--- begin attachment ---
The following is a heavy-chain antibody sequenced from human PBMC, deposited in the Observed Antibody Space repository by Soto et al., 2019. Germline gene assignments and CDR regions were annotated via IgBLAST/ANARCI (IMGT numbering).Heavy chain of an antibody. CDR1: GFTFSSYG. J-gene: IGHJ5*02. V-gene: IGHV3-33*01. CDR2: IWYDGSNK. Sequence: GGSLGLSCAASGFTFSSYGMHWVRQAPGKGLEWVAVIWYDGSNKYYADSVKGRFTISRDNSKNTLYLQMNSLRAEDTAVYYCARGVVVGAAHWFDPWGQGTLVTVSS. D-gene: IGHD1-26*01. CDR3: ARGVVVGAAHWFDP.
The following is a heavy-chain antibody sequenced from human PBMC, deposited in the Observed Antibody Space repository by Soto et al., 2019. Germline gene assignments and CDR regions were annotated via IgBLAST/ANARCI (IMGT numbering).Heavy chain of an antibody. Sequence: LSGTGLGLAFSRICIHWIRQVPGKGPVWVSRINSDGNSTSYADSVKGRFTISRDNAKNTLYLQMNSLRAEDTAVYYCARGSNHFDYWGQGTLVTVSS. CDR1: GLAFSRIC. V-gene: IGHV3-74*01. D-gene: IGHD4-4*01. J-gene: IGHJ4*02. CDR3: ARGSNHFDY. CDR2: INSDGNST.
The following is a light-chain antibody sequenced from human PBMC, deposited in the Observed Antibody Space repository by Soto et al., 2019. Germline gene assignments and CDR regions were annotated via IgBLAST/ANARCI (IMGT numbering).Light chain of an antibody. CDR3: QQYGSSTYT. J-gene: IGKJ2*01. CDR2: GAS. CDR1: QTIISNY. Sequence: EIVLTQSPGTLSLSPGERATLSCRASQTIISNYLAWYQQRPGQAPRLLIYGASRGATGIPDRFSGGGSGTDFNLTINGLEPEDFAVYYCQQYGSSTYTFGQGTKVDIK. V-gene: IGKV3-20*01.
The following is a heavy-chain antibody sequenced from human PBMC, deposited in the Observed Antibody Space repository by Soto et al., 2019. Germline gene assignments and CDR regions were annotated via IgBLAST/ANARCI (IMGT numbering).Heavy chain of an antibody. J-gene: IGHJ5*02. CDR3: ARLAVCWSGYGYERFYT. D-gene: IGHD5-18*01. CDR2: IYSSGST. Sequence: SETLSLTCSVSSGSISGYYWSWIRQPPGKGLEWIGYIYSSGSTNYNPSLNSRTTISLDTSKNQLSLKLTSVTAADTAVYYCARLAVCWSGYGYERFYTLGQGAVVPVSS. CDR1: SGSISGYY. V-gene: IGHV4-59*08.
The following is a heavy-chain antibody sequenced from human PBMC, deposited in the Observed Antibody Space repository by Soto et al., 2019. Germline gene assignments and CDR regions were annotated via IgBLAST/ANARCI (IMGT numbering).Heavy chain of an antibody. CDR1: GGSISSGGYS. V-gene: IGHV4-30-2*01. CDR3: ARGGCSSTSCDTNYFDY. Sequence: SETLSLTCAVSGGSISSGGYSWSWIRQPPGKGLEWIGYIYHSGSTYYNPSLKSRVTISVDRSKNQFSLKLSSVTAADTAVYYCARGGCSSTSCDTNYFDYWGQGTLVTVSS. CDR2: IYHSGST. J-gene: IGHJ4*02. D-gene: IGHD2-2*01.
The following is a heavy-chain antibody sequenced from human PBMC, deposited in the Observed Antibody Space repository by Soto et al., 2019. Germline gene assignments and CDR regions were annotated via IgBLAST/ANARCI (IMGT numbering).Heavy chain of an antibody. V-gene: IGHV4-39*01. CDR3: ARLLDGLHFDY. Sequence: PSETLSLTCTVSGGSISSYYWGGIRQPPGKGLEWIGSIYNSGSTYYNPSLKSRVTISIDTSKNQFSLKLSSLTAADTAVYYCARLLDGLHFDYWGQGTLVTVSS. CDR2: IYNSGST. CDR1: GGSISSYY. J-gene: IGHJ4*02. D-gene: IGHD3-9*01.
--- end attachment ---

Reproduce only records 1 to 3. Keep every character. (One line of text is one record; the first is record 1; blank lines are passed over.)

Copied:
The following is a heavy-chain antibody sequenced from human PBMC, deposited in the Observed Antibody Space repository by Soto et al., 2019. Germline gene assignments and CDR regions were annotated via IgBLAST/ANARCI (IMGT numbering).Heavy chain of an antibody. CDR1: GFTFSSYG. J-gene: IGHJ5*02. V-gene: IGHV3-33*01. CDR2: IWYDGSNK. Sequence: GGSLGLSCAASGFTFSSYGMHWVRQAPGKGLEWVAVIWYDGSNKYYADSVKGRFTISRDNSKNTLYLQMNSLRAEDTAVYYCARGVVVGAAHWFDPWGQGTLVTVSS. D-gene: IGHD1-26*01. CDR3: ARGVVVGAAHWFDP.
The following is a heavy-chain antibody sequenced from human PBMC, deposited in the Observed Antibody Space repository by Soto et al., 2019. Germline gene assignments and CDR regions were annotated via IgBLAST/ANARCI (IMGT numbering).Heavy chain of an antibody. Sequence: LSGTGLGLAFSRICIHWIRQVPGKGPVWVSRINSDGNSTSYADSVKGRFTISRDNAKNTLYLQMNSLRAEDTAVYYCARGSNHFDYWGQGTLVTVSS. CDR1: GLAFSRIC. V-gene: IGHV3-74*01. D-gene: IGHD4-4*01. J-gene: IGHJ4*02. CDR3: ARGSNHFDY. CDR2: INSDGNST.
The following is a light-chain antibody sequenced from human PBMC, deposited in the Observed Antibody Space repository by Soto et al., 2019. Germline gene assignments and CDR regions were annotated via IgBLAST/ANARCI (IMGT numbering).Light chain of an antibody. CDR3: QQYGSSTYT. J-gene: IGKJ2*01. CDR2: GAS. CDR1: QTIISNY. Sequence: EIVLTQSPGTLSLSPGERATLSCRASQTIISNYLAWYQQRPGQAPRLLIYGASRGATGIPDRFSGGGSGTDFNLTINGLEPEDFAVYYCQQYGSSTYTFGQGTKVDIK. V-gene: IGKV3-20*01.